Usually the color image reproduction system is calibrated in the factory and the transform for a particular scanner model and printer model is stored in a LUT. Once the system is in the field, however, the performance of the components may change over time, or there may be variations in performance from one printer to another even though they are the same model, or the properties of the print media may change. As a result, the system may need to be re-calibrated in the field.
When the system requires re-calibration, the printer is controlled to print out a pattern of color patches. This pattern is then scanned back into the system by the scanner. This is performed on site by a system operator. The pattern of color patches is usually an array of color blocks of various colors printed on a particular media. When this color patch sheet is placed on the platen of the scanner, several alignment problems may arise. The paper may be skewed or placed up-side down, for example. Also, if certain color patches are very light or white, the scanner may interpret such patch as the end of the array of color patches.
It is an object of the present invention to overcome the problems of media alignment and misidentification of color patches on a color patch sheet.
Another object of the invention is to improve the identification of color patch sheets used in a closed loop calibration system.
A further object of the invention is to provide specific identification marks on the color patch media to indicate pertinent information such as the media page number, dimensions of the color patch array, color patch size, etc.
The present invention addresses the problems of the prior art by providing a series of registration marks on the color patch sheet. These registration marks will be printed by the printer under control of the image processing unit and thereafter identified by a scanner under control of the image processing unit. For example, the registration marks may be small, black, rectangular blocks arranged at one or all of the top, bottom and sides of the page.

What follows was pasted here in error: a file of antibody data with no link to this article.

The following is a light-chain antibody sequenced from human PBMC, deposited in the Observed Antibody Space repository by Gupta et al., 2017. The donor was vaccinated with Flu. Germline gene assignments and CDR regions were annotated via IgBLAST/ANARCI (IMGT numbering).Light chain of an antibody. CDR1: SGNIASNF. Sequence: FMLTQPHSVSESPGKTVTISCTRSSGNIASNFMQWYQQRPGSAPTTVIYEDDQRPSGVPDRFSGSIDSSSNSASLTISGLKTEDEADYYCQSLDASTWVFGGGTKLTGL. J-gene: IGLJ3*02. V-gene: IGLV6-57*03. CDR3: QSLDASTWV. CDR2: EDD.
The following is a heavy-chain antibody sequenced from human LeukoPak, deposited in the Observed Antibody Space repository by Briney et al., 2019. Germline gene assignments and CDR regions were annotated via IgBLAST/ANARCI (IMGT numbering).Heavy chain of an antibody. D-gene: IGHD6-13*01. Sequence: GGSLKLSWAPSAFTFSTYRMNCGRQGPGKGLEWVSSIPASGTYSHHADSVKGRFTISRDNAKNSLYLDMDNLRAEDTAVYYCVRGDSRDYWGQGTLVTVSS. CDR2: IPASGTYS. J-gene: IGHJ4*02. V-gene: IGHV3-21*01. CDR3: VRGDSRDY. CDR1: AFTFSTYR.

In a preferred embodiment the first mark at the top of the page represents the starting edge of the first color patch. The second mark is placed above the center or some pre-defined position of the first patch. From these two marks the width of the patches on the sheet can be calculated. The second mark can be placed at any selected position of the first mark, e.g. one-quarter or three-quarters width, as long as the total width of the patch can be calculated from the first and second marks. The next two marks are insurance marks that must follow the width marks (i.e. the first and second marks) in order for the image processing unit to recognize the width marks as legitimate (in contrast to stray marks on the page). The next mark can be one of a plurality of reserved marks that can be put to an assigned use such as the number of the sheet where the total of color patches being scanned comprise several sheets and or a print mode or print media identifier. The last two marks are end-width marks separated by the same distance as the first two width marks and that signal the end of the row of patches. This series of marks thereby provides the image processing unit with valuable information about the format of the color patch sheet being scanned, including the start, end and width of the patches. This prevents misinterpretation of color data on the sheet.
The location of the marks also provides information about the position of the color-patch sheet on the platen. Once the image processing unit finds each of the marks, it can determine the position of the sheet by the coordinates of the marks and correct for any skew using standard techniques such as bilinear transformation. The series of marks can be replicated at the side of the page to provide the information about the color patch array in the vertical direction, i.e. start, end and width of the patches in the vertical or longitudinal direction. Also, a series of marks are provided at the bottom of the page, which, because of their assigned pattern and spacing identify the location of the page bottom. This can signal the image processing unit that the sheet has been placed up-side down on the platen if this series of marks is encountered in the first horizontal scan.
Other objects and attainments together with a fuller understanding of the invention will become apparent and appreciated by referring to the following description and claims taken in conjunction with the accompanying drawings.
In the drawings wherein like reference symbols refer to like parts
FIGS. 1A, 1B and 1C are block diagram representations of various general configurations of the environment of the present invention.
FIG. 2 is a schematic block diagram of a portion of the major functional components of the present invention.
FIG. 3 shows an exemplary color-patch sheet of the present invention.
FIG. 4 is a schematic block diagram of another portion of the major functional components of the present invention.
Reference is now made to FIGS. 1A, 1B and 1C which show the general configuration of an image handling unit 10. As shown in FIG. 1A, imaging handling unit 10 has three major components, an input device 12 for providing a source image, an image processing unit 14 for processing the source image and an output device 16 for displaying or printing the processed image. The input device 12 can take various forms such as a scanner 18, digital camera 20, personal computer (PC) 22 or media 24 (e.g. hard disk or diskette, floppy disc, optical disc). The output device 16 can also take various forms such as an LCD projector 26, CRT 28 or printer 30.